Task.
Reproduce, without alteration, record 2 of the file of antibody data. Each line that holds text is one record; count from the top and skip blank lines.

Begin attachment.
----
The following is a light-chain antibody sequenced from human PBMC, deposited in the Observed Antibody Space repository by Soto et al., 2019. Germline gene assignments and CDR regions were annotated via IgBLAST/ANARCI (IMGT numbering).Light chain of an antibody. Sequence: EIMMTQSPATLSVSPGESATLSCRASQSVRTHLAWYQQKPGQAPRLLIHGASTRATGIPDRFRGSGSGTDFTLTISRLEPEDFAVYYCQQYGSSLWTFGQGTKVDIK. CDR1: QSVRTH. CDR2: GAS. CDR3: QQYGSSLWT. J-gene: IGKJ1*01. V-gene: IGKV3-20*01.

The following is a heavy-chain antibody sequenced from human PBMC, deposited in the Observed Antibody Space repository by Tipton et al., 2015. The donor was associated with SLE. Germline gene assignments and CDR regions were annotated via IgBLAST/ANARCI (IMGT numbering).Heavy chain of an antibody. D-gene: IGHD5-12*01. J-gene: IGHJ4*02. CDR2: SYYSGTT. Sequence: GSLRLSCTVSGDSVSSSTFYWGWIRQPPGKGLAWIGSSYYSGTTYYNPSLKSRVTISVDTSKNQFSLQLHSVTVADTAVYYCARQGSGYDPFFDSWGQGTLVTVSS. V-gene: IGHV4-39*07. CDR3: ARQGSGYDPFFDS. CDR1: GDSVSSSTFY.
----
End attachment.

The following is a heavy-chain antibody sequenced from human PBMC, deposited in the Observed Antibody Space repository by Tipton et al., 2015. The donor was associated with SLE. Germline gene assignments and CDR regions were annotated via IgBLAST/ANARCI (IMGT numbering).Heavy chain of an antibody. D-gene: IGHD5-12*01. J-gene: IGHJ4*02. CDR2: SYYSGTT. Sequence: GSLRLSCTVSGDSVSSSTFYWGWIRQPPGKGLAWIGSSYYSGTTYYNPSLKSRVTISVDTSKNQFSLQLHSVTVADTAVYYCARQGSGYDPFFDSWGQGTLVTVSS. V-gene: IGHV4-39*07. CDR3: ARQGSGYDPFFDS. CDR1: GDSVSSSTFY.